miss representation

documentary - film - womenAfter seeing the film Miss Representation, our PR and Digital Media Specialist, Erin, was left feeling inspired, conflicted and contemplating a break up with her newest guilty pleasure – the Kardashians.

miss representation – a film

Recently, our CEO Christine Day introduced a film at a local theatre called Miss Representation. The film, written and directed by Jennifer Siebel Newsom, explores the media’s misrepresentations of women and how those images impact women’s ability to achieve leadership positions. This, of course, sparked a ton of conversation around our office (an office that is, might I add, heavily influenced by females).

how do women show up in my life?

After watching the movie, I was inspired to critically evaluate my own media consumption habits. How are women showing up in my favourite television shows, movies and magazines? Are they being represented in a way that is consistent with my core values? If not, should I reconsider what I watch and read? …AKA do I have to give up my fascination with reality TV in order to be an authentic stand for women in media?

finding a happy-medium

My list of questions grew longer after each conversation I had and I became more and more conflicted. What I did discover, was that I am more inspired by authentic images of woman accomplishing amazing things – like a headstand or PB – than I am by too-thin runway models. There’s a difference between the people I choose to look up to versus what I’m entertained by. Making this simple distinction helped me define where I stood.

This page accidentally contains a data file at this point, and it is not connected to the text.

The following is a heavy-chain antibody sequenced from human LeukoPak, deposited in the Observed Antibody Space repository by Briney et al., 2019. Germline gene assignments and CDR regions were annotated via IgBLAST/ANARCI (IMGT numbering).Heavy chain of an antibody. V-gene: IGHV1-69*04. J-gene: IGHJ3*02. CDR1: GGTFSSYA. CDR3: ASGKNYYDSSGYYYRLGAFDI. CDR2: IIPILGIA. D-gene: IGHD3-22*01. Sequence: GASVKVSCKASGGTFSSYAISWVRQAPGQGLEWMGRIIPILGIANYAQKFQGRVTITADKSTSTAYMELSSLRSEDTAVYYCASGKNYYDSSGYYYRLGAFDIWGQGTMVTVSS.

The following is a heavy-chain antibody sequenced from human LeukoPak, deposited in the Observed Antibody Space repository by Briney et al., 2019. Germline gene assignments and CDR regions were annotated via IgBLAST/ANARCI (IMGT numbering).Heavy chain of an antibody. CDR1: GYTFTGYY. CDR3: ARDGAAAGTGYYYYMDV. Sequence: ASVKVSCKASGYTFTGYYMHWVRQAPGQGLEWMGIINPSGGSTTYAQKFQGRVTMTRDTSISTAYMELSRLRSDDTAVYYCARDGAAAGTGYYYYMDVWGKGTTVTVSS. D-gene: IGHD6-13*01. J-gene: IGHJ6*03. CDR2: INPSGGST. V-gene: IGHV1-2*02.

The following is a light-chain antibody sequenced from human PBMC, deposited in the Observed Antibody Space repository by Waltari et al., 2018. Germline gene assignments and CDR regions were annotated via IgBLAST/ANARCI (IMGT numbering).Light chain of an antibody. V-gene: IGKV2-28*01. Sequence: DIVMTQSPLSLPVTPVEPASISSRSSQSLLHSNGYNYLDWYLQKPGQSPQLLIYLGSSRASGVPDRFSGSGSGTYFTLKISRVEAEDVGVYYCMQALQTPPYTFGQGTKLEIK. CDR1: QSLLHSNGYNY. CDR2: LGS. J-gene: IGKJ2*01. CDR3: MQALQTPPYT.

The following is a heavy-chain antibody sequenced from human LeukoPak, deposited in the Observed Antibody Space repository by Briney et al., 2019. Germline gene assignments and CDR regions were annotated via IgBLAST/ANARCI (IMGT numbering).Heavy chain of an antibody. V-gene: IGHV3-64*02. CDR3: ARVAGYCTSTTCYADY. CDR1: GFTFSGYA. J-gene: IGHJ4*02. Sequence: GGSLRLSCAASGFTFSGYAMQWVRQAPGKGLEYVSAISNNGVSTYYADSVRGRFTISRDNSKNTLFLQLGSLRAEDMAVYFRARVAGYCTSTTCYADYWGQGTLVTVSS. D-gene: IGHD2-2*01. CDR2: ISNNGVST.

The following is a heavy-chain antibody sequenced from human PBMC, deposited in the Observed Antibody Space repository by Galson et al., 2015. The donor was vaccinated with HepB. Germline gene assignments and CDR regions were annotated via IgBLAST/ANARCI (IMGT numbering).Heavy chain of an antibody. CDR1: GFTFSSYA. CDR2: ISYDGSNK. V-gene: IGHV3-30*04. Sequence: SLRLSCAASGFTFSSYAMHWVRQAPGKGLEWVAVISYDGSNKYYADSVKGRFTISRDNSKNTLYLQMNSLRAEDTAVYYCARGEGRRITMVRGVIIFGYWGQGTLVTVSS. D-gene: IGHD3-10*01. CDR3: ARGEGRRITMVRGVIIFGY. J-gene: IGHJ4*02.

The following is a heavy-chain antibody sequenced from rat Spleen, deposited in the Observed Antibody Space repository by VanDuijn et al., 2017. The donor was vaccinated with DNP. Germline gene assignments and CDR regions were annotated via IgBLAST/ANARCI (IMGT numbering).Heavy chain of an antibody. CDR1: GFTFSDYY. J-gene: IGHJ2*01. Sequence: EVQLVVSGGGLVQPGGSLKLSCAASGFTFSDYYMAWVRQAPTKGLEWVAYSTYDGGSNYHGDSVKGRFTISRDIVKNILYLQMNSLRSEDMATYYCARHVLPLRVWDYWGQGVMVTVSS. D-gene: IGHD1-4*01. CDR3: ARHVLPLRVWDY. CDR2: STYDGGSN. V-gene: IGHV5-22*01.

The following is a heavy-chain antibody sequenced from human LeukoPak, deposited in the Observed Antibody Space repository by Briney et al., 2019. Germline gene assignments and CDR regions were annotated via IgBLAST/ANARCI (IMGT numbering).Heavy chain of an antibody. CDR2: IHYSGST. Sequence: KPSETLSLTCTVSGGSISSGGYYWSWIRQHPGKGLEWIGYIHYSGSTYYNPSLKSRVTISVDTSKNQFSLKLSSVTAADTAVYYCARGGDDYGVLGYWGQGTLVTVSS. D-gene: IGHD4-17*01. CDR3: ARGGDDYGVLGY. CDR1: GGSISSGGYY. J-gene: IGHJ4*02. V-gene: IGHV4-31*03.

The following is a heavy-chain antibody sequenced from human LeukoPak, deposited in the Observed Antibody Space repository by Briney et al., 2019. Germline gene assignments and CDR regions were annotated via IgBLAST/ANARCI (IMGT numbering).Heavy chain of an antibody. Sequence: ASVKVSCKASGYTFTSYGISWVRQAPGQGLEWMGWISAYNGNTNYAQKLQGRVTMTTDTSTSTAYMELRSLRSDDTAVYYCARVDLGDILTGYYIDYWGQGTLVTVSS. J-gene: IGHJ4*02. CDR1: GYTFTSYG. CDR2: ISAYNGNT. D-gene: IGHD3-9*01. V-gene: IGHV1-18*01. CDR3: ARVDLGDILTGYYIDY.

representin’ the miss

I realized that as long as I’m educated about the fact that the portrayal of women in the media can be a far cry from reality, than indulging in my guilty pleasures (like an US Weekly for example) isn’t the worst thing I can do. My biggest takeaway: educate and inspire the people around me to be able to make these same types of distinctions.

Interested in seeing the film? Find a screening near you! Side note: some of us here at the Store Support Centre are headed to see Friends With Kids (written and directed by Jennifer Westfeldt) tomorrow night. Good company, movie popcorn and a female writer/director – we like it.

The more the merrier – join us! Friday March 23 2012 | Cineplex Odeon, Vancouver, BC | 5:20PM

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Loved the video I mentor in Baltimore city in one of the worst neighborhoods & would love to touch the girls with this

Comment by Debra Attman — March 22, 2012 @ 2:41 pm

We went to a screening last night & I cannot wait to see the full length movie. I highly recommend this to everyone- women & men!

Comment by Heather — March 23, 2012 @ 6:23 am

This film is challenging many of us to think. Now we need to act. We viewed this film right after the Superbowl. Lot’s of ads to cite a bad examples.